Tag Archives: long car rides with kids

The open road

Summer break is almost here and I jump-started road trip season with a jaunt up to Red Deer from Calgary to dump the children with their grandparents (my amazing in-laws) for a long weekend while I flew to Saskatoon for a conference.

On the drive up I let Avery play with my iPhone and she took this picture of Bennett with it:

Big prairie skies and fertile fields -- road trip eye candy.

Big prairie skies and fertile fields — road trip eye candy. Photo by Avery Ford.

I love this shot. Bennett’s just looking out the window, watching the fields and farms go by, as if absorbed by the vast prairie sky and endless pastures. He spent most of the drive looking out the window, occasionally pointing out horses or cows or a lone windmill. After awhile, we sang some songs (thankfully, not 100 Bottles of Beer on the Wall). And then, just like that, we were in Red Deer.

So often, as parents, we plan our road trips around DVD players, iPad or LeapPad games, or an endless supply of snacks. Feed them Pixar movies, rounds of Angry Birds or junk food to keep them busy, we think.

Why not fill their eyes with beautiful Canadian scenery instead? That’s what this image says to me. Its also means my kids are getting to ages where they’re able to appreciate the journey as well as the destination. Hooray! Bring on summer (and more road trips)!

Surviving a long car ride with little kids

A year ago I never would have believed my children would become long car drive champs — it was all we could do to journey the three hours to Fernie without a tantrum or constant whines of “Are we there yet?” But this past summer we took them all the way to Vancouver, stopping mid-way in Salmon Arm, with nary a sniffle. So when we were invited up to Jasper and Marmot Basin ski area in Jasper National Park for a Jasper in January ski weekend, I didn’t blink at the five-hour drive. The secret to our road trip success? A portable DVD player.

A portable DVD player: Don't leave home without it.

While technology is indispensable, I try not to rely on it as a crutch. Instead, I employ many of the same techniques suggested in this pre-Christmas story about getting through holiday family road trips. My tips include:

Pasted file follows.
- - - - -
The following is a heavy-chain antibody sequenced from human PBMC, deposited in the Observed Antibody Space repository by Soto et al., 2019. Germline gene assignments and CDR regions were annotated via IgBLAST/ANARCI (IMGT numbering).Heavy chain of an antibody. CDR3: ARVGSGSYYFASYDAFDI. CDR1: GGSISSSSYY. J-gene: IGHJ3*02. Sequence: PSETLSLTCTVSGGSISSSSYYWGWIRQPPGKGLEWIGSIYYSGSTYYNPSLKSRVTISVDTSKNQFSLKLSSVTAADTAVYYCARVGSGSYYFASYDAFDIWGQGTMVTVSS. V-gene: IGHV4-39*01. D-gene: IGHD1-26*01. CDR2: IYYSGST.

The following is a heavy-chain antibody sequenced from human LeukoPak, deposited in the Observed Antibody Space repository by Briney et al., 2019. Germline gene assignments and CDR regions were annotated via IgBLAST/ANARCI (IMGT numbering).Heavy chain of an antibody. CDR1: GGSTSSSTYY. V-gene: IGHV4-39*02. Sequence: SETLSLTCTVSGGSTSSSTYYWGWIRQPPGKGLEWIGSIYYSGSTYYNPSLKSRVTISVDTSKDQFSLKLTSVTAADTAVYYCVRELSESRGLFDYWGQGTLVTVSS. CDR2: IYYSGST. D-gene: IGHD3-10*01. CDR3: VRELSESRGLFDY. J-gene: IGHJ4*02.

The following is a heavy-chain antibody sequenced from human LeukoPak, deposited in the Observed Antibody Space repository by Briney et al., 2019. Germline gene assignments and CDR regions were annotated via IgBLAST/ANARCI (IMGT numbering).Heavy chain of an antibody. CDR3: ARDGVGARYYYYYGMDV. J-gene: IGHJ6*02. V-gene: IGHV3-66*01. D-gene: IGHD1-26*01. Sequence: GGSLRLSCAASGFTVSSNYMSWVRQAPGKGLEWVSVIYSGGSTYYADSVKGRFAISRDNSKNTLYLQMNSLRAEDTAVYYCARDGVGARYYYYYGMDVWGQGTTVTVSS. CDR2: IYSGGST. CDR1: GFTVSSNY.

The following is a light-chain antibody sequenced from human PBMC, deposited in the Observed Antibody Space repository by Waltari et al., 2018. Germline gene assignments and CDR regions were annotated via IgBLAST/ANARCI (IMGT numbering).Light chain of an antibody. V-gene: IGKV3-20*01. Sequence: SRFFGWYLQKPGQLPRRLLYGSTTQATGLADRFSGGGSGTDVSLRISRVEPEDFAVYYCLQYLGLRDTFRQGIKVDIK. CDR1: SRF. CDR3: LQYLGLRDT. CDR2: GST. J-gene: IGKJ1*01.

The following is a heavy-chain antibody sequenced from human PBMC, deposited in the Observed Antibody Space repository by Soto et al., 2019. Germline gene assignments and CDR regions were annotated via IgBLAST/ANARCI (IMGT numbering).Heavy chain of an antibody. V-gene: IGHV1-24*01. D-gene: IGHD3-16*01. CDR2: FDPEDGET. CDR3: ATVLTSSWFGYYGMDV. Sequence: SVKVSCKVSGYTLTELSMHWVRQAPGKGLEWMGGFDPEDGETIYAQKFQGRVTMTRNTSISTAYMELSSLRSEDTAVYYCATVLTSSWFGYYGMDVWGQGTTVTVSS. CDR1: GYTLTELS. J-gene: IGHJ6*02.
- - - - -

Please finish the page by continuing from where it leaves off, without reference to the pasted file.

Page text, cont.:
1. Pack non-messy snacks. Things like apple slices, granola bars and nuts are great. Refrain from bringing items such as apple sauce, but then forgetting a spoon (you can see how this scenario might end badly if your apple sauce-obsessed four-year-old spots the circular tub). Also, try and keep the eats out of their reach, or your kids will be forever pulling food out of the box and eating constantly during the duration of the drive. This could result in a lot of smelly gas.

2. Bring their favourite music CDs. As you listen to the chorus of The Wiggles’ “Hot Potato” yet again, you may curse this suggestion. But on the plus side, you’ll soon be able to sing along with Murray and the gang, and you won’t feel guilty because they’re listening to music while taking in the jagged peaks of the Canadian Rockies and simultaneously spotting moose, instead of rotting their tiny brains with repeat viewings of The Rescuers. I also like the idea of bringing story CDs, a tip from Direct Travel Insurance.

3. Make time for pit stops. While it’s tempting to make your six-year-old squeeze into one of her little brother’s pull-ups and power straight through from Calgary to Jasper, this strategy is ill-advised. There’s something about long periods of sitting confined in a small car with a steady supply of processed snacks (hence the gas) and Barney videos that makes children go a bit wiggy. Try and find a place to use the bathroom, where kids can run around. We spent 30 minutes at the Lake Louise visitor info centre, which is like a small museum complete with a stuffed wolf, bear and caribou; faux rocks to climb on; and a video of grizzly bears. Avery and Bennett spent most of their time running through the dark theatre shrieking, “A monster’s gonna get you!” Better there than in the car.

4. Pack a few surprises. It’s amazing what a new colouring book or stickers can bring you: five minutes of silence during which you can read your People magazine.

5. Don’t forget new media. With still an hour to go on the Icefields Parkway, it’s wonderful to be able to pull out the LeapPad and Leapster Explorer and know you’ll complete the family road trip safely (though I can’t vouch for your sanity). 

Next post: family adventures in Jasper.